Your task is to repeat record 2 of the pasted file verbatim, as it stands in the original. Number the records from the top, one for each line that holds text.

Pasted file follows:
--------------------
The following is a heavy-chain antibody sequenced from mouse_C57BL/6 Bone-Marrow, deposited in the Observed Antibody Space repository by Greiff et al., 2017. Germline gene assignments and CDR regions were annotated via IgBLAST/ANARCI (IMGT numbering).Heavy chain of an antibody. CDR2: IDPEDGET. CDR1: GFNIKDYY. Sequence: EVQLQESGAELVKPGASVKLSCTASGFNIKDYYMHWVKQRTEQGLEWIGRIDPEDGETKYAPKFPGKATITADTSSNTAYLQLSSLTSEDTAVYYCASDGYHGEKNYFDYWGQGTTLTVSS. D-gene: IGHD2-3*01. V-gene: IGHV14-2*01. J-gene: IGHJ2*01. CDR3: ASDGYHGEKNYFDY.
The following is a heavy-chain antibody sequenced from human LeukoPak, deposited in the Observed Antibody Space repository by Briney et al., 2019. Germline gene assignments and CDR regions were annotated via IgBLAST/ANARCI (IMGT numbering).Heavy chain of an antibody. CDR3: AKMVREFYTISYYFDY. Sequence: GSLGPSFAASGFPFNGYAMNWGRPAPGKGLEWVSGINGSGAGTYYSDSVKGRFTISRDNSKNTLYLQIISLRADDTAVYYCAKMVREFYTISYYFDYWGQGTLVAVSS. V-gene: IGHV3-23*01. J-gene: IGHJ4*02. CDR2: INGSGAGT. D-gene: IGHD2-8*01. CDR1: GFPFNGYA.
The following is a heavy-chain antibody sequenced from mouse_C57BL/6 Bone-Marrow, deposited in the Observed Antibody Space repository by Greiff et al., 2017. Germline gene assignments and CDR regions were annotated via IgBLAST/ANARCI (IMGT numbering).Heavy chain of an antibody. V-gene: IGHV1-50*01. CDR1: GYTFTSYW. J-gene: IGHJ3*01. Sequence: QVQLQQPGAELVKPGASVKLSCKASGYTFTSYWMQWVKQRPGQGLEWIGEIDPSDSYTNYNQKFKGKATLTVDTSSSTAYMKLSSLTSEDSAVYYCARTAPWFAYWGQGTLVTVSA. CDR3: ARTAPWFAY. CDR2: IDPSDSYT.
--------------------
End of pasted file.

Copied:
The following is a heavy-chain antibody sequenced from human LeukoPak, deposited in the Observed Antibody Space repository by Briney et al., 2019. Germline gene assignments and CDR regions were annotated via IgBLAST/ANARCI (IMGT numbering).Heavy chain of an antibody. CDR3: AKMVREFYTISYYFDY. Sequence: GSLGPSFAASGFPFNGYAMNWGRPAPGKGLEWVSGINGSGAGTYYSDSVKGRFTISRDNSKNTLYLQIISLRADDTAVYYCAKMVREFYTISYYFDYWGQGTLVAVSS. V-gene: IGHV3-23*01. J-gene: IGHJ4*02. CDR2: INGSGAGT. D-gene: IGHD2-8*01. CDR1: GFPFNGYA.